Like many other additives, peat materials contain little or no nutrients. It is almost always important to fertilize peat products to ensure good plant growth. Fertilizer with a certain formula is usually used in the production of substrates. Commonly used are NPK 14-16-18, NPK 12-14-24 and NPK 15-10-20. All these fertilizers contain major elements as well as trace elements.

What Do the NPK and Numbers of Fertilizer Mean?

The three numbers represent the value of the three macronutrients used by the plant. These macronutrients are N (Nitrogen), P (Phosphorus) and K (Potassium) or NPK for short. These numbers indicate the percentage of nitrogen, phosphorus and potassium in the fertilizer. For example, a 14-16-18 mix means that the fertilizer contains 14% nitrogen, 16% phosphorus and 18% potassium. Plants require higher levels of nitrogen, phosphorus and potassium than any other plant nutrients. N, P and K are called primary macronutrients and are among the 17 nutrients essential for all plant life. Other elements, such as iron, are also just as important for plant survival, but plants need them in much smaller amounts. Also, different plants have different needs. In addition to the main nutrients, a quality fertilizer product will also contain small amounts of other nutrients, such as calcium, magnesium, iron. Below is an overview of the role of each major nutrient in the life cycle of a plant.

Role of Plant Nutrients

N (Nitrogen)

Of all the essential nutrients, Nitrogen (N) is required by plants in large quantities because it has important functions and can be a limiting factor in plant production and proper crop development. Nitrogen is necessary for the formation of chlorophyll, which is vital for photosynthesis – basically the way for plants to get food. Nitrogen is necessary for the development of the plant itself, it is a “building block” for amino acids, DNA, membrane proteins, enzymes, most coenzymes, auxins, cytokinins.

A high-nitrogen fertilizer is often used on grass, leafy vegetables or other plants where green foliage growth is more important than flowering. Without enough nitrogen, growth slows and lawns and plants turn pale. In contrast, when there is too much nitrogen, flowering and fruit-bearing plants struggle for green growth and lose their blooms and fruit.

Nitrogen deficiency (right).Nitrogen deficiency symptoms begin on older leaves with pale green chlorosis. Later, the entire head is affected and appears yellow-green. Photo: Yara UK
Typically oldest leaves turn completely yellow before necrosis spreads. Photo: J. O’Sullivan
Symptoms of Nitrogen deficiency
  • Reduced plant growth
  • Yellow leaves
  • Smaller leave size
  • Reduced fruit set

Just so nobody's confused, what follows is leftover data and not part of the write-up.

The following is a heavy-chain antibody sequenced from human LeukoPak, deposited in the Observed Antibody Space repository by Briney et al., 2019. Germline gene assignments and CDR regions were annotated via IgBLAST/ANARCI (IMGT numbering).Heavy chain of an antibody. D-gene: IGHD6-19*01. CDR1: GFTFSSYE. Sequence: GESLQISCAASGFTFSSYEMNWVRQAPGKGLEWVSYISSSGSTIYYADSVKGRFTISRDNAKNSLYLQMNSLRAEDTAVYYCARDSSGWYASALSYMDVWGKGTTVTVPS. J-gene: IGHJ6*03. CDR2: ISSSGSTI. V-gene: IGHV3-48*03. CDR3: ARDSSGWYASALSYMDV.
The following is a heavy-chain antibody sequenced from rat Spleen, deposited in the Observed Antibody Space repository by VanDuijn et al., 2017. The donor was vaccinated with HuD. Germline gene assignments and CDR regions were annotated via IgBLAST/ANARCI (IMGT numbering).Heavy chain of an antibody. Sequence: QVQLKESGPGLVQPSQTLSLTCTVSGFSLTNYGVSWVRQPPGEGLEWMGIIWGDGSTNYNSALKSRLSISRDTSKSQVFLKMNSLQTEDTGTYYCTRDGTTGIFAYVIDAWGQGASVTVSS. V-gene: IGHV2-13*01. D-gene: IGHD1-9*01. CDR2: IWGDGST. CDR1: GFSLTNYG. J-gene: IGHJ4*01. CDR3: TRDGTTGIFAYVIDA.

• Insufficient protein content

P (Phosphorus)

Phosphorus (P) plays a key role in the growth of roots, blooming, fruiting, seed formation, while also helping plants use other nutrients efficiently. Phosphorus increases disease resistance and is necessary for overall plant vigor and health.
As a result of phosphorus deficiency, plant roots become weak, flowers and fruits are missing.

Phosphorus deficiency on the leaves of a Chrysanthemum. Photo: Josh Henry
Red leaves in rapeseed plant, due to lack of phosphorus. Photo: Trifecta Natural Solutions

The lack of phosphorus in plants affects the quality of the older and lower leaves. The leaves turn darker yellow or large brown, bronze or light blue spots appear. Leaves curl and thicken. Plant stems may turn bright purple or red. Usually the first sign is the darkening of the older leaves. Lack of phosphorus often leads to problems with pH balance or other nutrient deficiencies. Calcium deficiency is also possible in the plant due to the interaction between calcium and phosphorus.

Symptoms of Phosphorus deficiency
  • Affects older and lower leaves
  • Leaves darken becoming gray, blue or dark green
  • Leaves become shiny with yellow areas
  • Leaves thicken becoming stiff and dry
  • Leaves may turn red or purple
  • Bright red stems

K (Potassium)

Potassium (K) contributes to the overall health and vigor of the plant, strengthens the plant’s ability to resist diseases, helps the movement of water and nutrients in the plant, especially important in areas with a cold or dry weather (potassium helps to increase drought tolerance).

Potassium is often called a quality nutrient. Potassium affects the size, color and shape of the plant, as well as the taste of the fruit. Thanks to potassium, internal processes such as photosynthesis, energy supply, carbohydrate production and transportation are successful.

Symptoms of Potassium deficiency
  • Mild chlorosis progressing into dry burns (brown edges, almost burnt-like)
  • Veins become scorched or necrosis (dead plant tissue)
  • Leaves tend to curl and crinkle


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